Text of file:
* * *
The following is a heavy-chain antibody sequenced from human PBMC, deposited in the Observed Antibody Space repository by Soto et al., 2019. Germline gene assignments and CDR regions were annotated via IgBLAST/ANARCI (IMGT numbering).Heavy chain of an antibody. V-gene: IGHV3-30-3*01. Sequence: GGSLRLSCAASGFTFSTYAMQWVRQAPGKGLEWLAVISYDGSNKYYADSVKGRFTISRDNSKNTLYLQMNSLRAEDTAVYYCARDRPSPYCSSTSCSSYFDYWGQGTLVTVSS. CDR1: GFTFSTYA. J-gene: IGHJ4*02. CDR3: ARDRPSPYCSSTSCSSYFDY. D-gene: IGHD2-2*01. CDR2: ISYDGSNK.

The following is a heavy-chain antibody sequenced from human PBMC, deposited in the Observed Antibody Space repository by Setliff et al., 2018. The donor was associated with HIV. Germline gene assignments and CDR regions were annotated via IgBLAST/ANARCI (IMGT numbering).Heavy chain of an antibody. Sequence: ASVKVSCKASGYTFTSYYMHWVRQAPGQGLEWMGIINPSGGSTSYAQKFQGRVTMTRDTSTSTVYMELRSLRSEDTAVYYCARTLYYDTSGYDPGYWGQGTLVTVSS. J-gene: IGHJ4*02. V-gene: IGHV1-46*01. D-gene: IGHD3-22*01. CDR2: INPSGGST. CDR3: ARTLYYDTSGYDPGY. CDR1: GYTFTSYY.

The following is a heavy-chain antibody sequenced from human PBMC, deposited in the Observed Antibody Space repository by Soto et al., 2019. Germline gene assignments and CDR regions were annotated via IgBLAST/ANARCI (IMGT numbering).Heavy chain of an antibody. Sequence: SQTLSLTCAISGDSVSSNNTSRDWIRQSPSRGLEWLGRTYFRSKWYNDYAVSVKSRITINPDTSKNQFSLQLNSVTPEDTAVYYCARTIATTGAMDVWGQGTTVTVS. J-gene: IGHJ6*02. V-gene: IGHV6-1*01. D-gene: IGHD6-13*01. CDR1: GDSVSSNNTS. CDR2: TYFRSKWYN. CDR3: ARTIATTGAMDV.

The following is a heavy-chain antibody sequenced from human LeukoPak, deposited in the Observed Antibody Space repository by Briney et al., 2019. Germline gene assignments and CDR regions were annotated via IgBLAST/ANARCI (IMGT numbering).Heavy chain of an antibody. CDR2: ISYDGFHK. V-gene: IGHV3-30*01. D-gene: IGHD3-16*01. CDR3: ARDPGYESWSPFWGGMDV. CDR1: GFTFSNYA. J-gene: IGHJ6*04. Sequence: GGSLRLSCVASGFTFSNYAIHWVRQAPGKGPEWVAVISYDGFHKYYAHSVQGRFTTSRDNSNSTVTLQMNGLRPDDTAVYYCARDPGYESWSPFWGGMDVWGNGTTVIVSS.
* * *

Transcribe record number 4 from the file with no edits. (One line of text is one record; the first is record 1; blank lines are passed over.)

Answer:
The following is a heavy-chain antibody sequenced from human LeukoPak, deposited in the Observed Antibody Space repository by Briney et al., 2019. Germline gene assignments and CDR regions were annotated via IgBLAST/ANARCI (IMGT numbering).Heavy chain of an antibody. CDR2: ISYDGFHK. V-gene: IGHV3-30*01. D-gene: IGHD3-16*01. CDR3: ARDPGYESWSPFWGGMDV. CDR1: GFTFSNYA. J-gene: IGHJ6*04. Sequence: GGSLRLSCVASGFTFSNYAIHWVRQAPGKGPEWVAVISYDGFHKYYAHSVQGRFTTSRDNSNSTVTLQMNGLRPDDTAVYYCARDPGYESWSPFWGGMDVWGNGTTVIVSS.